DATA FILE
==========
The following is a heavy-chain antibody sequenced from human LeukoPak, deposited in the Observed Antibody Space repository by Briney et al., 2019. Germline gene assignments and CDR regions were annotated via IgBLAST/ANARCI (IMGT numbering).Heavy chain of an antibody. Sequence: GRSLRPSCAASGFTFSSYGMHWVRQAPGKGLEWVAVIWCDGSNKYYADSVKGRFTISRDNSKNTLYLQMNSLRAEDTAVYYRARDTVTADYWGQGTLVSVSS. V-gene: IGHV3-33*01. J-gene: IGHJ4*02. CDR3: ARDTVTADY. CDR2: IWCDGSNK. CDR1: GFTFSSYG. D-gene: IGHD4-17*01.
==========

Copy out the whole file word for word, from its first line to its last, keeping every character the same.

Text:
The following is a heavy-chain antibody sequenced from human LeukoPak, deposited in the Observed Antibody Space repository by Briney et al., 2019. Germline gene assignments and CDR regions were annotated via IgBLAST/ANARCI (IMGT numbering).Heavy chain of an antibody. Sequence: GRSLRPSCAASGFTFSSYGMHWVRQAPGKGLEWVAVIWCDGSNKYYADSVKGRFTISRDNSKNTLYLQMNSLRAEDTAVYYRARDTVTADYWGQGTLVSVSS. V-gene: IGHV3-33*01. J-gene: IGHJ4*02. CDR3: ARDTVTADY. CDR2: IWCDGSNK. CDR1: GFTFSSYG. D-gene: IGHD4-17*01.